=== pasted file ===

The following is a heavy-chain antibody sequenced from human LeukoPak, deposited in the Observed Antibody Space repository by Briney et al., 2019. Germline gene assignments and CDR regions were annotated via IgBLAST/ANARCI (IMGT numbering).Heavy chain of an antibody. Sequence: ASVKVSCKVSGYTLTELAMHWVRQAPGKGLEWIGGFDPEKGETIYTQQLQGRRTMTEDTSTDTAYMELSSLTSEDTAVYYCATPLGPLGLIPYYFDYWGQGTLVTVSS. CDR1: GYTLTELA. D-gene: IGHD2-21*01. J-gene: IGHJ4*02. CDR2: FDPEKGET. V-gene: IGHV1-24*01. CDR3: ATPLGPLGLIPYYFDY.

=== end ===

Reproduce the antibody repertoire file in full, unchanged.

The following is a heavy-chain antibody sequenced from human LeukoPak, deposited in the Observed Antibody Space repository by Briney et al., 2019. Germline gene assignments and CDR regions were annotated via IgBLAST/ANARCI (IMGT numbering).Heavy chain of an antibody. Sequence: ASVKVSCKVSGYTLTELAMHWVRQAPGKGLEWIGGFDPEKGETIYTQQLQGRRTMTEDTSTDTAYMELSSLTSEDTAVYYCATPLGPLGLIPYYFDYWGQGTLVTVSS. CDR1: GYTLTELA. D-gene: IGHD2-21*01. J-gene: IGHJ4*02. CDR2: FDPEKGET. V-gene: IGHV1-24*01. CDR3: ATPLGPLGLIPYYFDY.